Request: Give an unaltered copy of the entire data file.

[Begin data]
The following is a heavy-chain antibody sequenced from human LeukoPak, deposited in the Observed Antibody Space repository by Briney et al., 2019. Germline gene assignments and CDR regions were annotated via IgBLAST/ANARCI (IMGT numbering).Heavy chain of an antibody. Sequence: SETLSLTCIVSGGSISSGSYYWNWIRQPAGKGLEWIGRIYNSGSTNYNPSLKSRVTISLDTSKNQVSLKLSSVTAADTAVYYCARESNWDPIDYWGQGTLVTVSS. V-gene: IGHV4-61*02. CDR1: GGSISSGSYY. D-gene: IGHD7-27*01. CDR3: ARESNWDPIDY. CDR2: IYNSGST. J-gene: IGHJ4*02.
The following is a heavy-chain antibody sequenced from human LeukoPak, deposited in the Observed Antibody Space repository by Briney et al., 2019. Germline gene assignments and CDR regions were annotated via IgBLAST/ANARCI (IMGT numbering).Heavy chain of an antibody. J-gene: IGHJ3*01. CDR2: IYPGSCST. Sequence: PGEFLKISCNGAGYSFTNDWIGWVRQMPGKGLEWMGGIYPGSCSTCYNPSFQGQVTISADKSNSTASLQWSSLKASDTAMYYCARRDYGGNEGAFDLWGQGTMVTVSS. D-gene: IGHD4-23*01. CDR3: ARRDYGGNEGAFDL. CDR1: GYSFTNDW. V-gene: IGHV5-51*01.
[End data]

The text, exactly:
The following is a heavy-chain antibody sequenced from human LeukoPak, deposited in the Observed Antibody Space repository by Briney et al., 2019. Germline gene assignments and CDR regions were annotated via IgBLAST/ANARCI (IMGT numbering).Heavy chain of an antibody. Sequence: SETLSLTCIVSGGSISSGSYYWNWIRQPAGKGLEWIGRIYNSGSTNYNPSLKSRVTISLDTSKNQVSLKLSSVTAADTAVYYCARESNWDPIDYWGQGTLVTVSS. V-gene: IGHV4-61*02. CDR1: GGSISSGSYY. D-gene: IGHD7-27*01. CDR3: ARESNWDPIDY. CDR2: IYNSGST. J-gene: IGHJ4*02.
The following is a heavy-chain antibody sequenced from human LeukoPak, deposited in the Observed Antibody Space repository by Briney et al., 2019. Germline gene assignments and CDR regions were annotated via IgBLAST/ANARCI (IMGT numbering).Heavy chain of an antibody. J-gene: IGHJ3*01. CDR2: IYPGSCST. Sequence: PGEFLKISCNGAGYSFTNDWIGWVRQMPGKGLEWMGGIYPGSCSTCYNPSFQGQVTISADKSNSTASLQWSSLKASDTAMYYCARRDYGGNEGAFDLWGQGTMVTVSS. D-gene: IGHD4-23*01. CDR3: ARRDYGGNEGAFDL. CDR1: GYSFTNDW. V-gene: IGHV5-51*01.